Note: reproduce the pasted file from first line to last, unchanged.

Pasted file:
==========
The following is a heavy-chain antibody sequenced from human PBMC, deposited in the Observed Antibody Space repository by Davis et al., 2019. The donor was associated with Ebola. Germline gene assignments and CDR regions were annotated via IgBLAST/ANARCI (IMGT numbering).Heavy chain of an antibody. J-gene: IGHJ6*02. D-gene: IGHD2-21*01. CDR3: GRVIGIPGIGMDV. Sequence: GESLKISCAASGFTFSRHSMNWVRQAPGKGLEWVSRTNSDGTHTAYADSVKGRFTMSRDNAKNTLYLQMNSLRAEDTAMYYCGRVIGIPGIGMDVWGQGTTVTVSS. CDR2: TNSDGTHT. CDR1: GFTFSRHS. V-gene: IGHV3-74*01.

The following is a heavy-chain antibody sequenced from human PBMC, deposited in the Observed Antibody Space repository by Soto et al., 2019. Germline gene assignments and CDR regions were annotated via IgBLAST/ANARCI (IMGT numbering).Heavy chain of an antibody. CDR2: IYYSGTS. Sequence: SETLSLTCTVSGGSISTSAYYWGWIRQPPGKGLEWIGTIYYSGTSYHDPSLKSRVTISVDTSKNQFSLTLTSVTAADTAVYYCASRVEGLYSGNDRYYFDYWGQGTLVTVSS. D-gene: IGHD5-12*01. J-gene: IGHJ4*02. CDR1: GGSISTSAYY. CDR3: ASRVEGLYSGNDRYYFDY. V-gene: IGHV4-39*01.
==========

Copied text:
The following is a heavy-chain antibody sequenced from human PBMC, deposited in the Observed Antibody Space repository by Davis et al., 2019. The donor was associated with Ebola. Germline gene assignments and CDR regions were annotated via IgBLAST/ANARCI (IMGT numbering).Heavy chain of an antibody. J-gene: IGHJ6*02. D-gene: IGHD2-21*01. CDR3: GRVIGIPGIGMDV. Sequence: GESLKISCAASGFTFSRHSMNWVRQAPGKGLEWVSRTNSDGTHTAYADSVKGRFTMSRDNAKNTLYLQMNSLRAEDTAMYYCGRVIGIPGIGMDVWGQGTTVTVSS. CDR2: TNSDGTHT. CDR1: GFTFSRHS. V-gene: IGHV3-74*01.

The following is a heavy-chain antibody sequenced from human PBMC, deposited in the Observed Antibody Space repository by Soto et al., 2019. Germline gene assignments and CDR regions were annotated via IgBLAST/ANARCI (IMGT numbering).Heavy chain of an antibody. CDR2: IYYSGTS. Sequence: SETLSLTCTVSGGSISTSAYYWGWIRQPPGKGLEWIGTIYYSGTSYHDPSLKSRVTISVDTSKNQFSLTLTSVTAADTAVYYCASRVEGLYSGNDRYYFDYWGQGTLVTVSS. D-gene: IGHD5-12*01. J-gene: IGHJ4*02. CDR1: GGSISTSAYY. CDR3: ASRVEGLYSGNDRYYFDY. V-gene: IGHV4-39*01.